You’ve seen it. Celebrities ranging from Beyonce and Angelina Jolie to Mario and Kermit the Frog have graced the pages of magazines bearing the distinctive milk moustache and a slogan saying “Got Milk?” You’d think all of these adults would have learned by now to not tip the glass back so far…
The real question, though, is why is milk so amazing that it deserves this huge, iconic marketing campaign? The simple answer – it’s not.
We’ve all heard of lactose intolerance. With a name like that, it sounds like an abnormality, but really, we humans were never meant to be lactose-tolerant. Let’s rewind back to when we were babies. At this age, our only source of food was our mother’s milk, so our bodies developed the enzyme lactase to help us digest it. Then we started eating other foods, and we no longer needed to consume lactose, so our bodies simply stopped producing the necessary enzymes. Thousands of years ago, this is how it was. But according to an article by Benjamin Phelan for Slate, “…around 10,000 B.C., this began to change. A genetic mutation appeared, somewhere near modern-day Turkey, that jammed the lactase-production gene permanently in the “on” position.” Now we were free to drink milk from other animals – goats, cows, whatever floats your boat – without having to suffer from deadly diarrhea.
In ancient times, when early agriculture meant unvaried diets, and newly emerging crowded urban areas were the perfect breeding space for disease, this new skill was a savior. Scientists aren’t exactly sure how, but drinking milk filled some nutritional need that allowed people to live longer than their lactose-intolerant counterparts, and thus continue spreading the genes.
This remnant of our ancestors can still be observed today. According to Genetics Home Reference, “Approximately 65 percent of the human population has a reduced ability to digest lactose after infancy.” And in east Asia, communities can be up to 90% lactose-intolerant! So is it they who are lactose-intolerant, or us milk-guzzlers who are lactose-persistent?
If that’s not enough, the touting of low-fat or even *shudders* skim milk, has been a misstep, too. According to Washington Post, “Scientists who tallied diet and health records for several thousand patients over ten years found, for example, that contrary to the government advice, people who consumed more milk fat had lower incidence of heart disease.” And how many times has low-fat milk been pushed on us? None of it makes sense.
If you think about it though, the whole idea of milk doesn’t make sense. How is it that a liquid produced by another species and meant for another species could possibly be such a wonderful, essential health elixir for modern humans? Dr. Deepa Varma writes, “Cow’s milk contains on average about three times the amount of protein than human milk does, which creates metabolic disturbances in humans that have detrimental bone health consequences, according to a study published in the American Journal of Epidemiology.”
Cow’s milk has been linked to a whole list of problems including acne, certain cancers, male reproductive disorders, early puberty, endometrial cancer, arthritis, kidney stones, etc. And if that’s not enough to gross you out, here’s a list of things that can be found in milk: pus cells, feces components (poop), bovine growth hormone, and antibiotics. Yum. How would you like that poured over your cereal?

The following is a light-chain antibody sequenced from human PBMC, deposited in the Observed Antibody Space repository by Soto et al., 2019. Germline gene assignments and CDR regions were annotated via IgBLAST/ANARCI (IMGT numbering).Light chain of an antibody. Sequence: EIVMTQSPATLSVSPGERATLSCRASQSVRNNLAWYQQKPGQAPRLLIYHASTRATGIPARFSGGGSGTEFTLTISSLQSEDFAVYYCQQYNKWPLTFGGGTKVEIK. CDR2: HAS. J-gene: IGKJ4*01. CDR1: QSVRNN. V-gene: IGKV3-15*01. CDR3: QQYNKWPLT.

Okay, okay, so you’re probably thinking, Stop, Beatrice, you’re going to make me throw up, so I’ll move on. Now that we’ve established that milk is just weird, why are we constantly being told to drink it? Because of the government’s dairy checkoff program.
A checkoff program is a program that collects money from producers of a certain type of food, and uses that money to research and promote that product. Which sounds all great and innocent until you dig a little deeper. The program works with companies like McDonald’s, Domino’s, and Taco Bell to make sure that they produce and promote products that are heavy in dairy (read: cheese, cheese, and more cheese, with a side of cholesterol). They have also worked to get pizzas and milk cartons into schools, making up claims like “Pizza is among the top four sources of calcium, protein and fiber in the U.S. diet” (affi.org). Ha, ha, ha. That’s a real knee-slapper right there.
Okay, so you’ve gotten to the end of this long (but fascinating) article, and you might want to know what my purpose is in writing this. I didn’t write this to make you stop drinking milk. That’s totally your choice. I wrote this because I want to make you think about what you eat. Milk is a staple in many American diets and often touted as a glorious drink worthy of fueling star athletes. After reading this I hope you’ve taken a moment to reconsider, and hopefully you will start to question some of the other foods you take for granted.
This article should also serve as a reminder that, sadly, the government does not care about your health. Need I remind you of that old food pyramid in which they placed grains under fruit and vegetables and made no distinction between processed grains and whole grains? They did that to make sure that people kept buying heavily subsidized grain products, but I’ll save that for another article.
Sources: ghr.nlm.nih.gov, slate.com, washingtonpost.com, synergistiqhealth.com, eatdrinkpolitics.com, affi.org
– Beatrice Naujalyte